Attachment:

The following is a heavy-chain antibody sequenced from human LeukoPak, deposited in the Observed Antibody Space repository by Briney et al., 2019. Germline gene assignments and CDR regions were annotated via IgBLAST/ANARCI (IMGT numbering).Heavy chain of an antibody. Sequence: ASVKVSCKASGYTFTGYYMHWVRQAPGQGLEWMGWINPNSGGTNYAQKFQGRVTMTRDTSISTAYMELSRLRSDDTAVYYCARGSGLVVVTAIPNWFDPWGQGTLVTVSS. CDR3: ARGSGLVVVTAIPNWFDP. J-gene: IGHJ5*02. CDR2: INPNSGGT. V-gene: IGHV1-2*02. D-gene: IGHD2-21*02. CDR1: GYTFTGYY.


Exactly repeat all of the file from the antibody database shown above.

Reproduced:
The following is a heavy-chain antibody sequenced from human LeukoPak, deposited in the Observed Antibody Space repository by Briney et al., 2019. Germline gene assignments and CDR regions were annotated via IgBLAST/ANARCI (IMGT numbering).Heavy chain of an antibody. Sequence: ASVKVSCKASGYTFTGYYMHWVRQAPGQGLEWMGWINPNSGGTNYAQKFQGRVTMTRDTSISTAYMELSRLRSDDTAVYYCARGSGLVVVTAIPNWFDPWGQGTLVTVSS. CDR3: ARGSGLVVVTAIPNWFDP. J-gene: IGHJ5*02. CDR2: INPNSGGT. V-gene: IGHV1-2*02. D-gene: IGHD2-21*02. CDR1: GYTFTGYY.